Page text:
To be clear here, there is no blame placed on the 19 killed; they most likely were completely untrained regarding points a) through f). This is an example of options that exist today that also did exist on 6/30/13 but that could be used by any future team or command organization. These are also management & leaderships issues. Forestry departments (federal, state, local) and wildfire fighting management teams have likely never addressed all of these items together, despite the existence of tools and functionality for years. They may remain in their comfort zone of “doing it as they have always done it” or just may be unaware of some newer capabilities that now exist. However, in 2014, after 19 deaths, should not there be some hard re-evaluation? Will the next crew that has themselves in a bad spot have readily available interoperable tools with them; or will they be in the same deficit as the Granite Mountain crew? {see end of article for graphics that visually explain the coordinate system components}

The following are recommendations related to points a) through f) described above.

MAYDAY: In the United States, structural firefighters have for years used this term to designate serious trouble and personal danger. Departments all over the nation have trained on how to react to MAYDAYs. Protocols exist in many departments on how to manage the actions necessary to provide emergency assistance to the troubled individual or team. The term “MAYDAY” has much history by ships or planes and is not a term used for anything else. The word “deploy” or “deploying” is far too common a term, in general, and could refer to other routine operations. Only when used in combination with “shelter” does it typically mean that wildland firefighters are in trouble. This is vague and confusing. When structural firefighters operate at the wildland-urban interface they may use the term MAYDAY, and would certainly know what it meant when heard on radio nets. The strong recommendation here is that forestry / wildland fire management needs to adopt the standard term MAYDAY and train with it. Crews shall be taught about the human nature to not call it early enough. In the last radio transmission article, much prior to the “deploying shelter” words, firefighters at the site of the audio recording commented about “hearing saws running” in the radio communications as not being good. The MAYDAY call should have occurred immediately upon realizing that shelter deployment was to occur.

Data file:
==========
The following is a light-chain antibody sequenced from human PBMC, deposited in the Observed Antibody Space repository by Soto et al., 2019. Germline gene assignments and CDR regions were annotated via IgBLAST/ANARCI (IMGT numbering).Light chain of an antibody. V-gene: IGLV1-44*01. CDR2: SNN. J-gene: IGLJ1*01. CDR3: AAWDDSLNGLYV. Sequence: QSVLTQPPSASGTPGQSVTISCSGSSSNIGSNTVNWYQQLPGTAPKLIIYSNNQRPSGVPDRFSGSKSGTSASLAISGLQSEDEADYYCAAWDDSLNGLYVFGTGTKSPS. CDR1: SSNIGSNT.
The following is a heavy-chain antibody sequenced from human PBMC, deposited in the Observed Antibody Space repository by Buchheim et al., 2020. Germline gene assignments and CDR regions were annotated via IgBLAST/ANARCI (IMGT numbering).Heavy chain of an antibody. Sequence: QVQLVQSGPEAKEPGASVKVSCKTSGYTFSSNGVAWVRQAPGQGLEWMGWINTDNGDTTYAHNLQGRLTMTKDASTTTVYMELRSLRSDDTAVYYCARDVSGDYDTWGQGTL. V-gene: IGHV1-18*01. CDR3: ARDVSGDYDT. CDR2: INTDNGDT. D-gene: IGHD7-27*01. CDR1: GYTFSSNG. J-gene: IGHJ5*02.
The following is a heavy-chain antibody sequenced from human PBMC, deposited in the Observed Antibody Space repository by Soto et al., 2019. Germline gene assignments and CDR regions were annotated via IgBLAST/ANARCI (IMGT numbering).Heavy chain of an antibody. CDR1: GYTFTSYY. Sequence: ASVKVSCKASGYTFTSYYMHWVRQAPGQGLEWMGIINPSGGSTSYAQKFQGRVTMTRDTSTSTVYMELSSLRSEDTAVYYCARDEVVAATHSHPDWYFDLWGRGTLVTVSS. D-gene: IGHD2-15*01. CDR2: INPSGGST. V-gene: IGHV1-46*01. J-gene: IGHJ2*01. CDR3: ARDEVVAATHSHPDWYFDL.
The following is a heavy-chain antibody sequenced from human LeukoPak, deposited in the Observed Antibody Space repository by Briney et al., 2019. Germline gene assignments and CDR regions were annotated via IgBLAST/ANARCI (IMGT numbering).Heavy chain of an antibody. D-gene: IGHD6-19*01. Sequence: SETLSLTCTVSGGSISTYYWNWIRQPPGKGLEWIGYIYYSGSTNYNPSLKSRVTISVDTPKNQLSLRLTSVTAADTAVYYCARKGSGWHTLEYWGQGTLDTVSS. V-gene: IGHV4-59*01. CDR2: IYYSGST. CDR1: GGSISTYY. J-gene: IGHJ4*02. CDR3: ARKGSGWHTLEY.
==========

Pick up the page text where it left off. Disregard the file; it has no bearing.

Position reporting: When a firefighter or crew issues a MAYDAY they absolutely must include a position report and the reason of the trouble. The standard for this report is described by LUNAR; Location, Unit ID, Name, Assignment, Resources needed. LUNAR has already been suggested to the forest fire fighting community. See the comments of this Wildfire Today post. In the wildland firefighting scenario, the most detailed information would be a set of coordinates, but also could include reference to peaks, ridges, hollows, terrain etc. To be clear, the time for a team to figure out their position for the first time is not when there is extreme danger. The culture would have to change to include coordinate and map use in routine communications. When teams call in to report status updates, they could easily include their 100 meter grid square, at minimum. In many cases, as few as just six(6) extra words that have huge value. Command staff should plot that with a time. The use of the national standard grid system US National Grid just makes sense especially with the benefits of truncation already described. No degrees, minutes, seconds, minus or plus signs, east or west, north or south; just a simple character string that in many cases can be as few as 4 or 6 digits. US National Grid is also the land search & rescue coordinate system. Interoperability with all other agencies should be a strong consideration. When faced with extreme danger and MAYDAY situation, issuing a succinct position report and other LUNAR details must be second nature.